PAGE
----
Islam and Modernization: A Comparative Analysis of Pakistan, Egypt, and Turkey

By Javaid Saeed | Go to book overview

CONCLUSION

When Turkey became a republic in 1923, it was beset with serious problems, the origins of which were religious. Atatürk recognized it well and sought to change the situation. Given Turkey's social conditions at that time, which were heavily dominated by the religious circles, Atatürk concluded that if religion was allowed to play the same kind of role as was the case until then, the country could not develop and modernize. To prevent that situation, Atatürk and his associates opted for secularism, and in doing so, they understood and interpreted it too literally.

The society's socioeconomic structure reveals that it is steeped in irrationality. Much of the elite or the rich class, which comprises 5 percent of the population, engages in blatant exploitation of the masses. The major problem in the Turkish case is that the value systems of the society have not changed. These value systems are based on a system of thought that has falsely been identified with Islam. Although the state's policy of secularism has prohibited religion from entering the public domain, in reality it affects every aspect of life. It could not be otherwise, for the people's basic conceptions of life are molded by such practices, ideas, and traditions that have wrongly been attributed to Islam. It was important, therefore, to address this issue and to create a situation in which reformation of Islamic religious thought could take place. That would be a necessary condition for bringing about changes in the society's value systems.

The need in Turkey, as in Pakistan and Egypt, is to end a dual system of education, the one secular and the other religious, and to achieve an intelligent balance of the two. More importantly, a major change must be made in the basic conception of religious education. Thus far, it has been confined to the ritualistic aspect of it; the need is to intelligently study and understand the serious thought that is contained in the Qur'an. The behavior of the elites in Turkey, as well as in Pakistan and Egypt, shows (again with isolated honorable exceptions) that they are not familiar with the most basic elements of the ideology of Islam as contained in the Qur'an. For meaningful changes to occur in Turkey's developmental efforts, a new look at secularism is called for. Real secularism would emerge only when religion is first of all intelligently understood. The overall picture that emerges from the economic activity of the society is that developmental programs are basically purposeless and lack clearly stated goals beyond a vague desire to make the country modern. It also appears that the elites have no clear conception of what modernization means and entails.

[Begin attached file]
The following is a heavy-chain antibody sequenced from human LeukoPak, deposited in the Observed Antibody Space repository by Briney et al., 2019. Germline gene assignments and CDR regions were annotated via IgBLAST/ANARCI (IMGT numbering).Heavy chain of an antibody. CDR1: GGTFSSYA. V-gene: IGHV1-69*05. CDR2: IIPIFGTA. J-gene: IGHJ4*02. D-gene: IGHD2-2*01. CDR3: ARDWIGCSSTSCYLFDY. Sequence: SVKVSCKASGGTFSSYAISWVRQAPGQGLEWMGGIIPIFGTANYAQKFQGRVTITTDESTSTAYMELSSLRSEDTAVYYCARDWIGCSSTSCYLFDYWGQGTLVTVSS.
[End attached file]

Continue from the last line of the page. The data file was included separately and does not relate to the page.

-196-

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Islam and Modernization: A Comparative Analysis of Pakistan, Egypt, and Turkey
Table of contents

Table of contents

  • Title Page iii
  • Contents v
  • Tables vii
  • Preface ix
  • 1 - Introduction 1
  • 2 - Explaining Modernization 9
  • 3 - Religion and Modernization 25
  • Conclusion 43
  • 4 - Islam and Modernization 45
  • Conclusion 69
  • 5 - The Religiopolitical System of Pakistan and Modernizatton 73
  • Conclusion 112
  • 6 - The Religiopolitical System of Egypt and Modernization 117
  • Conclusion 154
  • 7 - The Religiopolitical System of Turkey and Modernization 157
  • Conclusion 196
  • 8 - Conclusion 197
  • Notes 209
  • Bibliography 247
  • Index 257
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